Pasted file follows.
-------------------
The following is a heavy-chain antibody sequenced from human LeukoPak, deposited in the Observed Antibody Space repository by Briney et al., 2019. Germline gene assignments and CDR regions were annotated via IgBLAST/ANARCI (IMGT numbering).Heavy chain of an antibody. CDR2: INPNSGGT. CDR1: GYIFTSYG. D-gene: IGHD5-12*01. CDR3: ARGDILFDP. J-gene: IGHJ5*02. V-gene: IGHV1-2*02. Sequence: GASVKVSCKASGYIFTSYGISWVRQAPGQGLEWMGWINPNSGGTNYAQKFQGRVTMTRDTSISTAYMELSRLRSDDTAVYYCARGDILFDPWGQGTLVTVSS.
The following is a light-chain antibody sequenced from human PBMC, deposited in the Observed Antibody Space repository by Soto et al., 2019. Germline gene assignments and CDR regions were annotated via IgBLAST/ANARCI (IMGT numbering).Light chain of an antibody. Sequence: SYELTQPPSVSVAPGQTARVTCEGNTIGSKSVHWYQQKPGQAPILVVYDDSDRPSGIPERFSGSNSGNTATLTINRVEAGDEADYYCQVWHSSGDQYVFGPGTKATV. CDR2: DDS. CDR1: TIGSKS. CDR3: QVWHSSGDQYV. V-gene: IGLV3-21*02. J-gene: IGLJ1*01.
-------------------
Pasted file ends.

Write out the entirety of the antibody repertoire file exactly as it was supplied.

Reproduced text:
The following is a heavy-chain antibody sequenced from human LeukoPak, deposited in the Observed Antibody Space repository by Briney et al., 2019. Germline gene assignments and CDR regions were annotated via IgBLAST/ANARCI (IMGT numbering).Heavy chain of an antibody. CDR2: INPNSGGT. CDR1: GYIFTSYG. D-gene: IGHD5-12*01. CDR3: ARGDILFDP. J-gene: IGHJ5*02. V-gene: IGHV1-2*02. Sequence: GASVKVSCKASGYIFTSYGISWVRQAPGQGLEWMGWINPNSGGTNYAQKFQGRVTMTRDTSISTAYMELSRLRSDDTAVYYCARGDILFDPWGQGTLVTVSS.
The following is a light-chain antibody sequenced from human PBMC, deposited in the Observed Antibody Space repository by Soto et al., 2019. Germline gene assignments and CDR regions were annotated via IgBLAST/ANARCI (IMGT numbering).Light chain of an antibody. Sequence: SYELTQPPSVSVAPGQTARVTCEGNTIGSKSVHWYQQKPGQAPILVVYDDSDRPSGIPERFSGSNSGNTATLTINRVEAGDEADYYCQVWHSSGDQYVFGPGTKATV. CDR2: DDS. CDR1: TIGSKS. CDR3: QVWHSSGDQYV. V-gene: IGLV3-21*02. J-gene: IGLJ1*01.